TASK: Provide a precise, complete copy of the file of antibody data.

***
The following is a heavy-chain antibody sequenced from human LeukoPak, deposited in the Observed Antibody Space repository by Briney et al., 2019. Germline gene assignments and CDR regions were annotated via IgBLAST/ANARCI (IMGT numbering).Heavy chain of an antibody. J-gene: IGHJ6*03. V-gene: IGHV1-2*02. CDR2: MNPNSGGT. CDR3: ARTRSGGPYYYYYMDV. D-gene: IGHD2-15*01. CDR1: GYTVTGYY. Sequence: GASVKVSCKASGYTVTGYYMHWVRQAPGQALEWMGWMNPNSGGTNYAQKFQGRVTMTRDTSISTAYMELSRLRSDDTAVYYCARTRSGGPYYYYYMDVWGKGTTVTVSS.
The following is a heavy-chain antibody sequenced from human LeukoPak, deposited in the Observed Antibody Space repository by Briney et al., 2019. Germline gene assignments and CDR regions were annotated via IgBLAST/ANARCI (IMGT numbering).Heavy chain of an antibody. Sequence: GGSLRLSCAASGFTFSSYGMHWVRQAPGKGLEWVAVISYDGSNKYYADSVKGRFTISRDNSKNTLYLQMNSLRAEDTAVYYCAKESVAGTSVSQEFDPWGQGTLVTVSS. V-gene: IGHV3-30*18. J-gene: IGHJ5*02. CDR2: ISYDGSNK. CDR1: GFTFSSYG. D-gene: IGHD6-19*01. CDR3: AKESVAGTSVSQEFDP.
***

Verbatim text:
The following is a heavy-chain antibody sequenced from human LeukoPak, deposited in the Observed Antibody Space repository by Briney et al., 2019. Germline gene assignments and CDR regions were annotated via IgBLAST/ANARCI (IMGT numbering).Heavy chain of an antibody. J-gene: IGHJ6*03. V-gene: IGHV1-2*02. CDR2: MNPNSGGT. CDR3: ARTRSGGPYYYYYMDV. D-gene: IGHD2-15*01. CDR1: GYTVTGYY. Sequence: GASVKVSCKASGYTVTGYYMHWVRQAPGQALEWMGWMNPNSGGTNYAQKFQGRVTMTRDTSISTAYMELSRLRSDDTAVYYCARTRSGGPYYYYYMDVWGKGTTVTVSS.
The following is a heavy-chain antibody sequenced from human LeukoPak, deposited in the Observed Antibody Space repository by Briney et al., 2019. Germline gene assignments and CDR regions were annotated via IgBLAST/ANARCI (IMGT numbering).Heavy chain of an antibody. Sequence: GGSLRLSCAASGFTFSSYGMHWVRQAPGKGLEWVAVISYDGSNKYYADSVKGRFTISRDNSKNTLYLQMNSLRAEDTAVYYCAKESVAGTSVSQEFDPWGQGTLVTVSS. V-gene: IGHV3-30*18. J-gene: IGHJ5*02. CDR2: ISYDGSNK. CDR1: GFTFSSYG. D-gene: IGHD6-19*01. CDR3: AKESVAGTSVSQEFDP.